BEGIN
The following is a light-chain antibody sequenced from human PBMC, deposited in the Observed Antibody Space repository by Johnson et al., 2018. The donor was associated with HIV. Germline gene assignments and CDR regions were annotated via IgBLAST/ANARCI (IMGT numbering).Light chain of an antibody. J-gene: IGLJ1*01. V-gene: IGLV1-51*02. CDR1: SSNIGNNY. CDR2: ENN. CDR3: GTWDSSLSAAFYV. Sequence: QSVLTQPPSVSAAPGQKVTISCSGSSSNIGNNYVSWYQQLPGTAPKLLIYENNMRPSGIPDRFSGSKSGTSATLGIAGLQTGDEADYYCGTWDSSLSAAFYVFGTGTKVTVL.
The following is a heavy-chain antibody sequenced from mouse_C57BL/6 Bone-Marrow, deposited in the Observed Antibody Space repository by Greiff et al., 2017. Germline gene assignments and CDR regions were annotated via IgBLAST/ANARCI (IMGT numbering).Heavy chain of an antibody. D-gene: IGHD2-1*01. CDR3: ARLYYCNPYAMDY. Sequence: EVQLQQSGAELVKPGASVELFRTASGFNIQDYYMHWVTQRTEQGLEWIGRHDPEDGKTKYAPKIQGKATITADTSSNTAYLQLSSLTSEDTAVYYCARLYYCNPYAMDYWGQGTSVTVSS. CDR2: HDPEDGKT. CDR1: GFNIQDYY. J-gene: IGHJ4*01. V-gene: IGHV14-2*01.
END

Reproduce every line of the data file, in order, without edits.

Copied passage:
The following is a light-chain antibody sequenced from human PBMC, deposited in the Observed Antibody Space repository by Johnson et al., 2018. The donor was associated with HIV. Germline gene assignments and CDR regions were annotated via IgBLAST/ANARCI (IMGT numbering).Light chain of an antibody. J-gene: IGLJ1*01. V-gene: IGLV1-51*02. CDR1: SSNIGNNY. CDR2: ENN. CDR3: GTWDSSLSAAFYV. Sequence: QSVLTQPPSVSAAPGQKVTISCSGSSSNIGNNYVSWYQQLPGTAPKLLIYENNMRPSGIPDRFSGSKSGTSATLGIAGLQTGDEADYYCGTWDSSLSAAFYVFGTGTKVTVL.
The following is a heavy-chain antibody sequenced from mouse_C57BL/6 Bone-Marrow, deposited in the Observed Antibody Space repository by Greiff et al., 2017. Germline gene assignments and CDR regions were annotated via IgBLAST/ANARCI (IMGT numbering).Heavy chain of an antibody. D-gene: IGHD2-1*01. CDR3: ARLYYCNPYAMDY. Sequence: EVQLQQSGAELVKPGASVELFRTASGFNIQDYYMHWVTQRTEQGLEWIGRHDPEDGKTKYAPKIQGKATITADTSSNTAYLQLSSLTSEDTAVYYCARLYYCNPYAMDYWGQGTSVTVSS. CDR2: HDPEDGKT. CDR1: GFNIQDYY. J-gene: IGHJ4*01. V-gene: IGHV14-2*01.